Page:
This metric depicts how much advertisers are currently bidding on this keyword. A high CPC indicates a popular keyword that multiple advertisers are bidding on to appear in the SERPs. If high bids are thrown at this keyword, it must have a high conversion potential. For instance:

How To Do Keyword Analysis: Full Guide

Source: Semrush

“Paleo Diet” has a recent CPC of $0.97. Although this isn’t a significant price, it suggests that the keyword has strong conversion potential. Keywords that hold low keyword difficulty, a steady search volume, a decent conversion potential, and real relevance to your topic are worth targeting over keywords that don’t meet these four requirements.

4. Keyword Intent

Including a keyword in your content isn’t the same as “targeting a keyword.” To target a keyword, you need to understand why the keyword is being searched for. Misunderstanding keyword intent is where a lot of content gets awkward. If your content does not match up with searchers’ needs, what then is the purpose thereof? Other than looking spammy and irrelevant, not much.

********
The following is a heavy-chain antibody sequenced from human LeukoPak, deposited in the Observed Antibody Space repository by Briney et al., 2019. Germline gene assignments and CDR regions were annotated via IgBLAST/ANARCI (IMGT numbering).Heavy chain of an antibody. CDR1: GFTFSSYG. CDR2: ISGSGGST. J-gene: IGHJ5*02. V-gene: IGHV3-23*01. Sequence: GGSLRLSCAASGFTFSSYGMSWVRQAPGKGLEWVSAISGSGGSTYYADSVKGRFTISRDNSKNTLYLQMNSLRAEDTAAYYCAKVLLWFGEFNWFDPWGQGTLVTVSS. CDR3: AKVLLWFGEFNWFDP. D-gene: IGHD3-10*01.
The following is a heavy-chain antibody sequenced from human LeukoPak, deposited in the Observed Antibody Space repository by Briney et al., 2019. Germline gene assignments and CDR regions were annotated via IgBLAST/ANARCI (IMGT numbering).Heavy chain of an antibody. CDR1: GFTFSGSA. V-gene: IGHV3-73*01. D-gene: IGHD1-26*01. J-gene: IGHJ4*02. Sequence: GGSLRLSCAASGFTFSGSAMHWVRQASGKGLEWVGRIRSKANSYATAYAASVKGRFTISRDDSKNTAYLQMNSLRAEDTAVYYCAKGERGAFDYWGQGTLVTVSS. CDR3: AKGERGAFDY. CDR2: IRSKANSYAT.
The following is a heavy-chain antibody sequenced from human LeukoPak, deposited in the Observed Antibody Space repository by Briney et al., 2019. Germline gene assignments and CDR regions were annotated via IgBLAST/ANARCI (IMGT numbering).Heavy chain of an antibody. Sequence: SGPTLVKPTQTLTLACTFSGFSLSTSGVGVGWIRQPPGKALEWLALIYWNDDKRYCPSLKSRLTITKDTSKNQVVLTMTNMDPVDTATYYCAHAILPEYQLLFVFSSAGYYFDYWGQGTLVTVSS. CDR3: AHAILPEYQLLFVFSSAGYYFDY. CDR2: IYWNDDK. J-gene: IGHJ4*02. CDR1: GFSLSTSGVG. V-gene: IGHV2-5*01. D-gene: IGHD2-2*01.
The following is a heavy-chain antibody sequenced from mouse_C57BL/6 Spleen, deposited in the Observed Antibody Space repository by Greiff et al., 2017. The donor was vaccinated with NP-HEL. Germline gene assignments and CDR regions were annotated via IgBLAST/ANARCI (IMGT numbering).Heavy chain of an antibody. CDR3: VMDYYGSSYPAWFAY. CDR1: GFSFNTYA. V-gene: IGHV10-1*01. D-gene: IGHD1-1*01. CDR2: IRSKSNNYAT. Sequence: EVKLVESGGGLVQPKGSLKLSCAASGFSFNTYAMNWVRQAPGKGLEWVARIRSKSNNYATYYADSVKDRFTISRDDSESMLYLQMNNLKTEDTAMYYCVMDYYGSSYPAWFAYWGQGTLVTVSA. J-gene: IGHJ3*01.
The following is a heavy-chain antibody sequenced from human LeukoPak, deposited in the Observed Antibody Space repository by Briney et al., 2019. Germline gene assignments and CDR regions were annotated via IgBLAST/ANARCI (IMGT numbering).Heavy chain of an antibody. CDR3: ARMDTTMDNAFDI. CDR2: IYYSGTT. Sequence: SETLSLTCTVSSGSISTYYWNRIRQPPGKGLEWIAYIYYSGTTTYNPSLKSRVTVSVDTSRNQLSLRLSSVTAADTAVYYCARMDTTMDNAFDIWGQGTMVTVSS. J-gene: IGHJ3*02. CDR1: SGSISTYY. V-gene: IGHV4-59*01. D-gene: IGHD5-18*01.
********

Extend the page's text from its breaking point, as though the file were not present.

To understand keywords, you need to understand why web users are using them in their search queries. Then, you can create content that answers these queries. See search intent from a search engine’s point of view: Google is attempting to create a service where it matches search queries with relevant sources of information. But how do you analyze keywords to understand their search intent? You can begin by categorizing your keywords. The main search intent categories comprise:

  • Informational: This is when users need information on something. I.e., “How long does it take to build a six-pack?”
  • Commercial: This is when users demand information to help them make a buying decision. I.e., “Top 10 protein shakes for building muscle.”